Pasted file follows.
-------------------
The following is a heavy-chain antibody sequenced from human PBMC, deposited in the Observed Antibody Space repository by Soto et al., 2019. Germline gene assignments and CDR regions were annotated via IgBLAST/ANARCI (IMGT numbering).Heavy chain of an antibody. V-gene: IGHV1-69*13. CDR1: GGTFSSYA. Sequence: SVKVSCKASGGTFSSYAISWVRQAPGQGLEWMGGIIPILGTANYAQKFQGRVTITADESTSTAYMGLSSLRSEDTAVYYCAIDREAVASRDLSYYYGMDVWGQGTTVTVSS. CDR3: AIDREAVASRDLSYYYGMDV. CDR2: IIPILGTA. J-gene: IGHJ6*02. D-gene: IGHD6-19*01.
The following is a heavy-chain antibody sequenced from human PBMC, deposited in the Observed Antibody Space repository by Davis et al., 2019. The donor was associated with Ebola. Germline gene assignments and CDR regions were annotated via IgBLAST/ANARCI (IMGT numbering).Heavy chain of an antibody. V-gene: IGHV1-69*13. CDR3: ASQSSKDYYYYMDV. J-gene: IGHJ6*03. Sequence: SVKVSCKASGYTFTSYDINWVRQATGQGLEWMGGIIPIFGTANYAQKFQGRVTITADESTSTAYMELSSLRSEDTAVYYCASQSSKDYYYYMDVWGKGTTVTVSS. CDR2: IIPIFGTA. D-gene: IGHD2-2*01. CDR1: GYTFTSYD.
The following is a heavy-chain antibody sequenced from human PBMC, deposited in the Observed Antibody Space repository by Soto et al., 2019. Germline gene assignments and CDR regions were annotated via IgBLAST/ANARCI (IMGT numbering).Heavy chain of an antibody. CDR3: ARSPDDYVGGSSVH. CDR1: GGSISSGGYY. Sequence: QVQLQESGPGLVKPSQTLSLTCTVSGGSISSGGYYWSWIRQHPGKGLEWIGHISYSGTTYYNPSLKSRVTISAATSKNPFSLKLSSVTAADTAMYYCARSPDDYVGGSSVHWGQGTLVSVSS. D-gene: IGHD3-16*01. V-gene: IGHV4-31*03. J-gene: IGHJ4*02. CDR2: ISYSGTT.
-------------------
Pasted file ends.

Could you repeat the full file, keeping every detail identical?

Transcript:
The following is a heavy-chain antibody sequenced from human PBMC, deposited in the Observed Antibody Space repository by Soto et al., 2019. Germline gene assignments and CDR regions were annotated via IgBLAST/ANARCI (IMGT numbering).Heavy chain of an antibody. V-gene: IGHV1-69*13. CDR1: GGTFSSYA. Sequence: SVKVSCKASGGTFSSYAISWVRQAPGQGLEWMGGIIPILGTANYAQKFQGRVTITADESTSTAYMGLSSLRSEDTAVYYCAIDREAVASRDLSYYYGMDVWGQGTTVTVSS. CDR3: AIDREAVASRDLSYYYGMDV. CDR2: IIPILGTA. J-gene: IGHJ6*02. D-gene: IGHD6-19*01.
The following is a heavy-chain antibody sequenced from human PBMC, deposited in the Observed Antibody Space repository by Davis et al., 2019. The donor was associated with Ebola. Germline gene assignments and CDR regions were annotated via IgBLAST/ANARCI (IMGT numbering).Heavy chain of an antibody. V-gene: IGHV1-69*13. CDR3: ASQSSKDYYYYMDV. J-gene: IGHJ6*03. Sequence: SVKVSCKASGYTFTSYDINWVRQATGQGLEWMGGIIPIFGTANYAQKFQGRVTITADESTSTAYMELSSLRSEDTAVYYCASQSSKDYYYYMDVWGKGTTVTVSS. CDR2: IIPIFGTA. D-gene: IGHD2-2*01. CDR1: GYTFTSYD.
The following is a heavy-chain antibody sequenced from human PBMC, deposited in the Observed Antibody Space repository by Soto et al., 2019. Germline gene assignments and CDR regions were annotated via IgBLAST/ANARCI (IMGT numbering).Heavy chain of an antibody. CDR3: ARSPDDYVGGSSVH. CDR1: GGSISSGGYY. Sequence: QVQLQESGPGLVKPSQTLSLTCTVSGGSISSGGYYWSWIRQHPGKGLEWIGHISYSGTTYYNPSLKSRVTISAATSKNPFSLKLSSVTAADTAMYYCARSPDDYVGGSSVHWGQGTLVSVSS. D-gene: IGHD3-16*01. V-gene: IGHV4-31*03. J-gene: IGHJ4*02. CDR2: ISYSGTT.